Hard Prosetry by Yari Jacobson

They make fun of me, my peers, these convicts, for watching old
Westerns, my Cash tattoo, the picture of me from the streets in a
bolo tie. I’ll never bother trying to explain my secret, the
unspoken exchange between the creosote bush and newborn rain,
the smell that whispers of dangerous men, gunslingers, train
robbers. The mesquite’s thorns, like sewing needles, shout,
“Come get some shade! Just don’t try to climb up.” A single,
bare cottonwood tree, no leaves, just spindly bleached sticks like
skeletal fingers reaching for the Tucson sunset, stands as
lonesome as the cowboy himself. Even the cacti don’t want you
therethe sneaky cholla, fountains of ocotillo, prickly pear, the
squat agave, and king of them all, the proud saguaro with its very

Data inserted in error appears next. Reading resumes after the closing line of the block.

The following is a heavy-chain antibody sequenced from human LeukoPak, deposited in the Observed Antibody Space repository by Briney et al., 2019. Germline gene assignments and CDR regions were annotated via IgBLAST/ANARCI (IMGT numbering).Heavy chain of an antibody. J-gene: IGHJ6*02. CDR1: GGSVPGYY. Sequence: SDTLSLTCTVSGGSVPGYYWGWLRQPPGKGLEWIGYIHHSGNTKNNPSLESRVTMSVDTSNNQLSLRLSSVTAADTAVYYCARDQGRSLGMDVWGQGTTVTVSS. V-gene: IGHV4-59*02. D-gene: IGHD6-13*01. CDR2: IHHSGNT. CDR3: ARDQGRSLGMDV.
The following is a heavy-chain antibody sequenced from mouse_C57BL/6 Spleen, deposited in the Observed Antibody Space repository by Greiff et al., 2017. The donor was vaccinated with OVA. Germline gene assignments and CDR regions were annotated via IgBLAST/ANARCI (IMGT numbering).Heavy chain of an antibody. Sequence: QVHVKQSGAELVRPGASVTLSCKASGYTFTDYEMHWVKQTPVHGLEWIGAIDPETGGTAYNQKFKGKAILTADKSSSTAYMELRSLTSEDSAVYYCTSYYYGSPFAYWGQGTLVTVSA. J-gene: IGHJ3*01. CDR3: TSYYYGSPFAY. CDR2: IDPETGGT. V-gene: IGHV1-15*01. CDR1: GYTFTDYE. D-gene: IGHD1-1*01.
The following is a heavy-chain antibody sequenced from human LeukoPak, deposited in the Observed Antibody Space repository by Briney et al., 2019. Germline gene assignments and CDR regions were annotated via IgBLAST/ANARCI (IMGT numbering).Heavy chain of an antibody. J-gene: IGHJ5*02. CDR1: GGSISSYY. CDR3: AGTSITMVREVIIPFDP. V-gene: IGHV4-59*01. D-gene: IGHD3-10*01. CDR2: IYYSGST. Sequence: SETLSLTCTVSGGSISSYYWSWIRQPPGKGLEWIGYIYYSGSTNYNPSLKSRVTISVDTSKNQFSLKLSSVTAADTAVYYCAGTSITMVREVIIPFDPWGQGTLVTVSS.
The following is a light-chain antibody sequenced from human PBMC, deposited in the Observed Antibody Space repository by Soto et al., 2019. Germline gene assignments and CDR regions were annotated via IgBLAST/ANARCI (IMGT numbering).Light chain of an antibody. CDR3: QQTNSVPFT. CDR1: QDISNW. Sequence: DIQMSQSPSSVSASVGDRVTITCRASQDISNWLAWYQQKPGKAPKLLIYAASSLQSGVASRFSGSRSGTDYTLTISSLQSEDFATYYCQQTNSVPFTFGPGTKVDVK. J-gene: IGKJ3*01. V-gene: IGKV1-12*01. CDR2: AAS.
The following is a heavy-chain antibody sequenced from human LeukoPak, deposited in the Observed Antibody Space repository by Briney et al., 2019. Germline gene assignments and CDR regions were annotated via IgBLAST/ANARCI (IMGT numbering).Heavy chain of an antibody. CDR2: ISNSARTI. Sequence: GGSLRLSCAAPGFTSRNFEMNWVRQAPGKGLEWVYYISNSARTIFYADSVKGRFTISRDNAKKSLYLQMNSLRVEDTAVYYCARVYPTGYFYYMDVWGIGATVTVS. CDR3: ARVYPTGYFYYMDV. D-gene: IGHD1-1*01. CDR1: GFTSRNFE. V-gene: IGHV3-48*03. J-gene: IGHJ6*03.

arms raised in a V. Honestly, friends, I can see how this place of
heat and drought where the plants, the rattlesnakes, and the
vultures all watch you, patiently waiting for their chance to grab
you and make you a part of this land forevermore; how this place
may not top your vacation spots, no cell service for Facebook, no
venti lattes, no bipolar meds. No, this is a hard place for hard
men, men put away and forgotten too long. But it’s only beneath
this country moon shining in a dry wash in a lost desert canyon
that a hard man can have that hard conversation with himself.

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